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The fabric of hope evolves

Gillian Curry-Williams, fashion designer, Remilda Rose Designs, wearing her “Fabric of Hope” FILE

When fashion designer Gillian Curry-Williams debuted the Fabric of Hope – a fabric print made up of colors associated with various types of cancer five years ago – she did so with the thought to bring joy and happiness to cancer fighters, survivors and their loved ones with a fabric exclusively made for them. But, as she debuted the fabric, she knew that she intended it to be fashioned into more than clothing.

Five years after the Fabric of Hope’s debut, Curry-Williams has realized a goal with the release of her Fabric of Hope Accessories line, which showcases the Fabric of Hope on a carry-on travel bag named the Noah; tote named Zemira; espadrilles named Junia; and a passport holder named Nuria in the fabric’s original white print, and the second evolution of the print in blue.

The evolution into accessories, she said, is an evolution she had always envisioned since the fabric’s launch.

“My whole idea was for it to evolve, and that’s exactly what it is doing – it’s evolving,” said the designer.

The accessories feature a print of the fabric on Napa leather in the case of the tote, and passport holder; the carry-on features a plastic overlay of the print on the front of the suitcase.

“The whole thought behind the Fabric of Hope Accessories is exciting in itself. I want them to be excited wearing something that has such meaning, and that’s beautiful, and that makes me happy,” said Curry-Williams.

“It’s a happy fabric – whether you get it in white, or you get it in blue.”

Over the years, she said she’s found that people who gravitate toward the Fabric of Hope have family members that have had cancer, and think of the fabric as a connection.

When the designer first envisioned the fabric, she thought about using it as clothing material, but also with the hope to having the print used for scrubs, cushions, chair covering, curtains and other hospital gear. While that has yet to come to fruition, she says the Fabric of Hope has become a much-requested fabric for face masks in the COVID-19 era.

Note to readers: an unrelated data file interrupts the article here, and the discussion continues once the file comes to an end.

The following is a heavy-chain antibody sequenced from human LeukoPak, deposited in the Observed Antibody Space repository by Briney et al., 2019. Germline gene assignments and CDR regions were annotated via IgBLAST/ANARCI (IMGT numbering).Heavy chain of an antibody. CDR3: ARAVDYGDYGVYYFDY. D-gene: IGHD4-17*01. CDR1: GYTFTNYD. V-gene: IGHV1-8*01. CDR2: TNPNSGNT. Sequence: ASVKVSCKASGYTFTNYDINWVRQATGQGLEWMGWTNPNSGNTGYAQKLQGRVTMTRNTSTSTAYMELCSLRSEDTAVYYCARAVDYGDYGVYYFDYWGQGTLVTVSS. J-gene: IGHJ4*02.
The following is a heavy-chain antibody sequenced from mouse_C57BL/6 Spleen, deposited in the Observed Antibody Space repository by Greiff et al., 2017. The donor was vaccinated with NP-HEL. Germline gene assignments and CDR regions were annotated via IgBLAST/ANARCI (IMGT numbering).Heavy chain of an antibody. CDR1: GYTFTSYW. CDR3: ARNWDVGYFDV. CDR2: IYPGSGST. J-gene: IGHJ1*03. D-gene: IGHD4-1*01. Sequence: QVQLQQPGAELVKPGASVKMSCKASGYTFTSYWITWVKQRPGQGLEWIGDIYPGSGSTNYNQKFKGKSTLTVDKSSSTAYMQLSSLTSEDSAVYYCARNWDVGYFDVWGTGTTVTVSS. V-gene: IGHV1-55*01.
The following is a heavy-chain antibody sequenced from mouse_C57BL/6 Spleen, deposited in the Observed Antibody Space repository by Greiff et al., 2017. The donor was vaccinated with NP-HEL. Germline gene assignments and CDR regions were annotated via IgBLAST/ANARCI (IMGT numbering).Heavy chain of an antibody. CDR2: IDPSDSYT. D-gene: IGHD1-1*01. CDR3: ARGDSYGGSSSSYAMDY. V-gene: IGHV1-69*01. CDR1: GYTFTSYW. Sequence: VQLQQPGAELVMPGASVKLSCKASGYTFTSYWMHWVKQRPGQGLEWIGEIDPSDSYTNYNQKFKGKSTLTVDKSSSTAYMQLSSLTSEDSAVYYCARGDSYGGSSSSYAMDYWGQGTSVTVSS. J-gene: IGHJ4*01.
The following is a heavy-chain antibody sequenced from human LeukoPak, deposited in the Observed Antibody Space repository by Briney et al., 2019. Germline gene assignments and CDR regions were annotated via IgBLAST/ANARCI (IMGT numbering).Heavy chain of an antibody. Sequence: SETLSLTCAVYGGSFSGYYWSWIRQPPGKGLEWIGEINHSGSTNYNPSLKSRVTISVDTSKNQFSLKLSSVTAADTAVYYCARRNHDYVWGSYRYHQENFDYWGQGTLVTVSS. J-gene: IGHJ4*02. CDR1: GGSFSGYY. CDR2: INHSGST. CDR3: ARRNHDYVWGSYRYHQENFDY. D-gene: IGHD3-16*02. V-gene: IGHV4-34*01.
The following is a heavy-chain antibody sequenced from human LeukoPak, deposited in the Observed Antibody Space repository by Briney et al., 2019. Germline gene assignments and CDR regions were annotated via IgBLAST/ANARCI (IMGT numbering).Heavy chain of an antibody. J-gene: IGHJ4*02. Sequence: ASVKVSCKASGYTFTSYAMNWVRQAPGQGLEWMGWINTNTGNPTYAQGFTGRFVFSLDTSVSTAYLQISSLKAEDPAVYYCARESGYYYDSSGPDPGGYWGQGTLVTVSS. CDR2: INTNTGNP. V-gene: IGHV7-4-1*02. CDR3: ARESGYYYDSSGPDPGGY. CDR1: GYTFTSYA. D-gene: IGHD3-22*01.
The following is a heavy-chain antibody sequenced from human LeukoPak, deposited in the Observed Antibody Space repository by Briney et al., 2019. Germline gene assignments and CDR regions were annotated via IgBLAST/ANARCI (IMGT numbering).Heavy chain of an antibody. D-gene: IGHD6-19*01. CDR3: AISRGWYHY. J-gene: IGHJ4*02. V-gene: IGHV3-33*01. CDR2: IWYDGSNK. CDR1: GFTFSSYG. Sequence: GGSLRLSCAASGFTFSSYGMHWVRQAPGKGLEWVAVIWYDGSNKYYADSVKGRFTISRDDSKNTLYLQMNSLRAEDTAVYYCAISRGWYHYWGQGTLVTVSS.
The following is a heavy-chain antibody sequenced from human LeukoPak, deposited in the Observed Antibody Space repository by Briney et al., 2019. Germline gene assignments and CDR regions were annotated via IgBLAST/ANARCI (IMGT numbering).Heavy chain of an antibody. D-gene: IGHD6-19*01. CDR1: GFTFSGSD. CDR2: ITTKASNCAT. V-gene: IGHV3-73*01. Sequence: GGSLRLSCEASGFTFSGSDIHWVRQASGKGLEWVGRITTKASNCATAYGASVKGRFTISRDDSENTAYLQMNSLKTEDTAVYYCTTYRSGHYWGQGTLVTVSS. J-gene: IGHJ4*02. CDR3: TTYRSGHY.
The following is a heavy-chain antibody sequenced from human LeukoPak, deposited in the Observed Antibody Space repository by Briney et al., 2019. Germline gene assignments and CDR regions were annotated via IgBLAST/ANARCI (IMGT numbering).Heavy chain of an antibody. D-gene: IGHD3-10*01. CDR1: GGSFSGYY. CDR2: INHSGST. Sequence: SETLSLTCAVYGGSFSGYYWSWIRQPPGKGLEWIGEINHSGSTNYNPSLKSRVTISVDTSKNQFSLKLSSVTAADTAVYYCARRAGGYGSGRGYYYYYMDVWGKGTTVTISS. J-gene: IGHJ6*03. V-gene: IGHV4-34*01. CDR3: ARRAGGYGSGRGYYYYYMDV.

“With the coronavirus, we’ve been making masks with the Fabric of Hope, and that’s our most requested fabric for masks, because of what it stands for and what it means, which is joy and happiness.”

Part proceeds from the sale of the accessories go to Curry-Williams’ Fabric of Hope Foundation through which the designer supports survivors whether it’s through assisting with purchasing groceries, paying rent, or assisting with medical bills.

Curry-Williams’ Fabric of Hope Accessories are currently made to order. She promises a one-week turnaround.

The Fabric of Hope has a personal meaning to Curry-Williams. In 2104, her father, the late Donald Curry, was diagnosed with colorectal cancer. During his battle, she accompanied him to doctor’s visits and treatments, and witnessed firsthand the toll the disease took on him and others. She says she resolved to find a way to use her talent to try to assist other patients like her father who died in March 2016.

Curry-Williams first came up with the Fabric of Hope and followed that up with the idea of staging a fashion show to honor individuals who were going through treatment or had battled cancer. Her idea was to dress the cancer survivors/fighters in her original designs and give them a turn in the spotlight on the runway.

“Dress them up and make them feel good – make them feel special,” said Curry-Williams.

She said the fighters and survivors may not have ovaries, or breasts – having had them removed, or they may have had cancer in the lungs or the rectum, but she says she wants to make them realize and feel they’re still beautiful and still worthy.

She previously told The Nassau Guardian that she does what she does because she knows her father would be proud of what she’s doing, and that she has continued with the event, even though he’s passed.

“Cancer is no respecter of anyone – whether you’re rich … poor – it really doesn’t make a difference. And cancer, I’m sure has affected everyone – whether it’s your cousin, a friend, or whoever, so come out and support these people. Support what we’re doing,” she said.

The designer will once again host her Fashion for a Cause event under her Remilda Rose Designs brand. This year, it will be held virtually.

In the event’s fifth year, she will once again debut her spring/summer collection, the show will be scaled back, honoring five people – one for each year since the inception of the event.

Twelve models will still be a feature of the event with six wearing outfits made with the Fabric of Hope print and six outfitted in other fabric.

“I’m so proud of me,” said Curry-Williams. “I did not start out this way – I did some things that I’m not proud of, but thank God for Jesus, so I look at my past as a stepping stone to where I’m at.”

Lifestyles Editor at The Nassau Guardian
Shavaughn Mossjoined The Nassau Guardianas a sports reporter in 1989. She was later promoted to sports editor.Shavaughn covered every major athletic championship from the CARIFTA to Central American and Caribbean Championships through to World Championships and Olympics.
Shavaughn was appointed as the Lifestyles Editor a few years later.
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